Teaching with Contemporary Art

What Light?

Robert Ryman, "Initial", 1989

Robert Ryman, "Initial," 1989. Oil on gator board with wood, 23 3/4 x 23 inches. Private Collection, New York. Courtesy PaceWildenstein, New York.

On Monday I had the pleasure of attending the last edition of this season’s Art21’s Salon Series with Robert Ryman and Urs Raussmüller. Going into the evening, I kept thinking about the strange directions a conversation can take discussing a body of work that contains a healthy dose of white paintings. But through the conversation, Ryman and Raussmüller convinced the crowd in attendance, including myself, that they aren’t white paintings, they’re actually light paintings, and you can forget any Thomas Kinkade associations and/or wisecracks (but in case you really care, his latest work is called, Pinocchio Wishes Upon a Star. Oh yes!).

Ryman’s works are often about paint working with light on a surface and over time. It was an odd pleasure to hear two people talk about the simple joy of noticing and experiencing light through the physical product of Ryman’s efforts. In the art classroom, light is often a thing to be corrected, adjusted, fixed, sharpened, brightened or toned-down. Not nearly as often is it discussed as the subject itself. I began to wonder what paintings about light might look like in my own classroom. After recently teaching a unit where students created paintings about power, I reflected on the fact that I was, frankly, unprepared for some of the definitions of power depicted by my students. But paintings about light? Besides literal representations of bulbs and sunrises, abstract color experiments, and perhaps one or two obsessed with Kinkade, what could I expect? It’s a challenge to get some students to notice if a light is even on, much less admire the qualities of it.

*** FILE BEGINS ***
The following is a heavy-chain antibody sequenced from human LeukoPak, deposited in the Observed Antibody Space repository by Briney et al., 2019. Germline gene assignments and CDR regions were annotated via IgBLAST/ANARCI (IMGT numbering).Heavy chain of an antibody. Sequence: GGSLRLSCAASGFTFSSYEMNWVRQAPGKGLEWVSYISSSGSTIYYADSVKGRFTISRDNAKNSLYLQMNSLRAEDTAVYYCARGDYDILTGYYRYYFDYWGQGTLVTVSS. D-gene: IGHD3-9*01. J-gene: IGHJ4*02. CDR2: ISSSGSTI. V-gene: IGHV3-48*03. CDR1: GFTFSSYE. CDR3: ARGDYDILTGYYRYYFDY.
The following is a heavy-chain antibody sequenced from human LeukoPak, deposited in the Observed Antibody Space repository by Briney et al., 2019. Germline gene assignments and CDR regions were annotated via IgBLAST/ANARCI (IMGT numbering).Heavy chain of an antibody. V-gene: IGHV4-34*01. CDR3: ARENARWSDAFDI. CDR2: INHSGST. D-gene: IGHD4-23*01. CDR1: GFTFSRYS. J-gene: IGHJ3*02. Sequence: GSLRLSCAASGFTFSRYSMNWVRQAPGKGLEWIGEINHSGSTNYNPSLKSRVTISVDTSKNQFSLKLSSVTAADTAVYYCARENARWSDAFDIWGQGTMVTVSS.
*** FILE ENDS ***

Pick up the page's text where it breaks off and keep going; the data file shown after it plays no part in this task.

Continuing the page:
But Ryman’s work, whether students love it or hate it (not to mention colleagues, spouses, friends), get the viewer to slow down. Questions will  arise about the kind of white, or whether it’s a flat white. Some will ask whether the work is symbolic or if it is simply about the paint itself and what it does to or with the eye. Many will question how anyone can find  white (or light) so fascinating in the first place. And just as Ryman considers the primary qualities of the paint and light, so should we consider posing these questions and offering these challenges to students.

So… what can paintings about light look like?


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